From instant messaging on Zoom Chat to quickly scheduling Zoom Meetings to even making frictionless calls with Zoom Phone, the Zoom desktop client — downloadable Zoom app for your computer — helps users quickly and safely launch the communication channel of their choice.
Underpinned by our standard 256-bit AES-GCM encryption, the Zoom client helps enable seamless and secure collaboration — it’s even recently become the first video communications client to obtain the industry-recognized Common Criteria certification for the Zoom Meeting client version 5.6.6.
While it’s home to numerous security features, we wanted to highlight a few key aspects of the Zoom desktop client that users can deploy to help protect their communications.
Here are five key security features included in the desktop client:
1. Authenticated login
To help authenticate Zoom users in schools and business environments as they log into the client, we offer a single sign-on (SSO) feature that creates a safe and quick login process. If you can not use single sign-on, we recommend using two-factor authentication (2FA) to still add an extra layer of security to the process.
While both of these options require initial setup from administrators, an authenticated login process will help users start their experience with the Zoom client on the right foot.
You can also log in via an OAuth process, which allows you to approve one application — Google or Facebook — to interact with Zoom on your behalf so you don’t have to manually enter a password. For any users manually logging in without using any of these protocols, we recommend you deploy a strong and complex password.
2. Secure meeting scheduling
When scheduling a Zoom Meeting, you can quickly toggle on a few settings right within the client to help safeguard your upcoming session.
Head to “Home” in the top navigation of the Zoom client and click “Schedule.” Then, a pop-up will emerge that enables you to tailor the meeting settings to your individual needs. There’s an entire “Security” section included in this pop-up, where you can select from options like, “Only authenticated users can join” and “Waiting Room” to add on helpful layers of protection.
You can also select your preferred encryption for the meeting, choosing from enhanced encryption or our end-to-end encryption (E2EE) option. Both options use our standard 256-bit AES-GCM encryption, with the difference being where the encryption keys are stored. With E2EE enabled, the cryptographic keys are known only to the devices of the meeting participants. Enabling E2EE for meetings disables certain features and requires all meeting participants to join from the Zoom desktop client, mobile app, or Zoom Rooms.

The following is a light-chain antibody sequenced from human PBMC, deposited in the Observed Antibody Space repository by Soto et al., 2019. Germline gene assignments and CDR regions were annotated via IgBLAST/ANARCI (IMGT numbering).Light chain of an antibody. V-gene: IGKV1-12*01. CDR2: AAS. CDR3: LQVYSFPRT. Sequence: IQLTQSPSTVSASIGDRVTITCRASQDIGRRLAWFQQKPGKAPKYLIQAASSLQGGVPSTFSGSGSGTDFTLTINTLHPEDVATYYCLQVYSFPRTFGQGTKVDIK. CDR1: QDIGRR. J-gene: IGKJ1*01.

For more tips on how to secure your Zoom Meetings, check out this blog.
3. Automatic updates
We recently released an automatic update feature designed to help streamline the software update and bug patching process. You can turn on automatic updates right in the Zoom client by following these quick steps:
- In “Settings,” under “General,” select the “Automatically keep my Zoom up to date” checkbox to apply automatic updates.
- You will be prompted to enter admin credentials to give automatic updates permission to run, but it will only be required when enabling this setting.
- Once a new version of Zoom is available and you’re not in a Zoom Meeting, you will be prompted to update. If you’re in a meeting, you will be prompted with the update immediately after it ends.
- You may also express a preference for how frequently to receive updates. The “Slow” option, selected by default, provides less frequent updates and focuses on maximizing stability. The “Fast” option allows you to adopt the latest features and updates as soon as they become available. When critical security updates are involved, updates will go to everyone.
Users who enable this feature will automatically receive updates to Zoom software in the future. This feature may already be enabled for some devices on enterprise Zoom accounts, where the administrator has existing auto-update settings enabled.
4. Advanced chat encryption
Advanced chat encryption allows for a secured communication where only the intended recipient can read the secured message. While this feature has to be enabled by account administrators, users can deploy it when communicating about particularly sensitive information in a one-to-one or group chat.
When advanced chat encryption is enabled, data at rest is encrypted by encryption keys generated and operated on chat participants’ devices. Chat data in transit, however, is encrypted in transit using Transport Layer Security (TLS) encryption.
5. Managing blocked users
If you’ve accepted an unknown external contact request or are experiencing disruptive behavior from a fellow user, you have the ability to block them. Just go to a user’s name on the left side of the Zoom Chat window, and click the “Options” arrow on the right side of the bar. From that drop-down menu, you can block a user. All blocked users will show up in “Settings” under “Chat,” where you can manage the list and unblock a user, as shown below.
A unified approach to security
Our unified communications experience is built with security in mind, and our users’ safety, security, and privacy help guide new platform updates we make. We’re committed to being a platform users can trust — with their online interactions, information, and business.
To learn more about Zoom privacy and security, explore our Trust Center.